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May 31, 2006

Tintin and I, 2003

tintin.gifIn 1971, a young journalist, Numa Sadoul conducted a series of interviews over the course of four days with Hergé, the introverted, but genial and widely beloved creator of The Adventures of Tintin serial comic strip and pioneer of the ligne claire style of animation for a proposed biography in what would turn out to be an unusually candid, introspective, and insightful conversation with the legendary Belgian animator. However, by the end of these recorded conversations, what would emerge was not only the image of a curious, perennial boy scout brought into animated life through his ageless alter ego, but rather, a complex portrait of a man who, already well into his sixties at the time of the interview, was only beginning to feel comfortable in his own skin - an insecure artist who adopted the pseudonym Hergé from his initials (R.G.) and continued to use it throughout his career in order to reserve the distinction of signing his real name, Georges Remi, for when he would become a "real" artist - a haunted soul still struggling to reconcile his deep Catholic convictions with his misguided, youthful ideology long after coming to the painful realization that Abbé Norbert Wallez, his spiritual and vocational mentor during his formative years between the two world wars, had led him down a repressive, insular, and soul-crushing path of religious conservatism and right-wing politics. Having lived though a self-described mediocre childhood, Remi's fateful association with the charismatic Wallez would resonate throughout every aspect of the young advertisement illustrator's life, from his promotion to create his own serial comic strips for the Catholic right publication Le Vingtième Siècle (and subsequently, its children's supplement Le Petit Vingtième) for which Wallez served as editor, to the personal suggestion that he marry Wallez's own secretary, Germaine Kieckens. Rather than leading a life of adventure as a veritable newspaperman that his alter ego, the intrepid young reporter Tintin would embark on, Remi instead found himself further isolated from a rapidly transforming broader world of pre-World War II Europe, working long hours at his studio where his first completed serials safely and neatly toed the line of church doctrine - or at least, Wallez's version of it - as it extolled the virtues of colonialism and the evils of communism (Wallez was a supporter of fascism).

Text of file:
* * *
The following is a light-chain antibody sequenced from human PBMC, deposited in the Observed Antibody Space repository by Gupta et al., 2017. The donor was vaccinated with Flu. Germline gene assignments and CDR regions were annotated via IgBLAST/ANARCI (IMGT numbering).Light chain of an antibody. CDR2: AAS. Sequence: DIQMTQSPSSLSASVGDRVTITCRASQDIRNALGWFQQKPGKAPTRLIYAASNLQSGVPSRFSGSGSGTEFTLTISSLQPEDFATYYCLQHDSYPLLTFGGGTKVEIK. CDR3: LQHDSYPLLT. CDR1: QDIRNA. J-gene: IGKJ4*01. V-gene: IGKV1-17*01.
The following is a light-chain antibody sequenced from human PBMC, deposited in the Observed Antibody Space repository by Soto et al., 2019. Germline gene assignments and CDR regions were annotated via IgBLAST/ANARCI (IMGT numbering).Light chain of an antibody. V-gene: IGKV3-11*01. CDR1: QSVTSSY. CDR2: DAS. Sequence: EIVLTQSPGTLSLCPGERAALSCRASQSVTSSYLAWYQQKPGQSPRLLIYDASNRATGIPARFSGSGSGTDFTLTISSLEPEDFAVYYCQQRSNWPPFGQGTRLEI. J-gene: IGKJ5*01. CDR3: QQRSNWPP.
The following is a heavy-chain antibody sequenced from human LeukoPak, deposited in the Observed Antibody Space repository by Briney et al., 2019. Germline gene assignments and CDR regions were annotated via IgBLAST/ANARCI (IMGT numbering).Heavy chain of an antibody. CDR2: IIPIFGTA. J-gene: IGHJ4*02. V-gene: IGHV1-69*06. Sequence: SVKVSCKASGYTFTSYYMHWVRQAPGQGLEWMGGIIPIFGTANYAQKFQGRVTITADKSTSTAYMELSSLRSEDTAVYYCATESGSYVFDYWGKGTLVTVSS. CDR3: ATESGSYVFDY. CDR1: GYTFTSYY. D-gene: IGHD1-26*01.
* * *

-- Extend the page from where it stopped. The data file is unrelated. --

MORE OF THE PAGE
Fortunately, Remi's cultural naïveté and cursory treatment of social stereotypes would soon come to an end with The Blue Lotus, a serial that ushered a more refreshingly mature phase of creativity, technical fluency, and cultural sensitivity in the Tintin series. A remarkably accurate, painstakingly researched, and culturally attuned adventure, Remi's art was elevated by his collaboration with a Chinese sculptor and university student named Chang Chong-jen whom he had befriended at the instigation of advisor and University of Louvain professor, Abbé Gosset. Although short lived, the collaboration would profoundly mark the rest of Remi's life, as he continued for the next few decades to re-contact Chang in vain, until an astute journalist, sensing tremendous public interest for such a human interest story, tracked down the repatriated Chang in China and arranged for a reunion (and thus, conveniently positioned himself for an exclusive on the story). As filmmaker Anders Østergaard subsequently suggests, Remi's obsession towards finding Chang was perhaps driven more by his own (understandable) need for the continuity of an enduring, idealized friendship than in the actual substance of their association - a means of connecting with his past even as he felt increasingly estranged from the people who represented the rigid institutions and ideologies of his youth.

With the occupation of Belgium by the Germans during World War II came the inevitable closure of Le Vingtième Siècle, and Remi then accepted an offer to continue the Tintin series under a similar arrangement for the rival newspaper Le Soir (dubbed Le Petit Soir), a publication that would subsequently fall under the direct control of the Nazis for propaganda purposes, and ultimately result in Remi's postwar imprisonment and blacklisting for collaborating with the Germans. In an attempt to circumvent their political scrutiny, Remi would shift the focus of his stories from history-based destinations to fantasy adventures, a more pragmatic, if not pessimistic view of the occupation that can also be seen in Remi's shift in character identification from the idealistic Tintin to the world weary and mercurial (and often drunken) Captain Haddock. As the film subsequently illustrates, it is this change in perspective that proves particularly insightful with respect to two subsequent Tintin serials as they chronicled personal turmoil within Remi's increasingly aimless and emotionally uncertain life.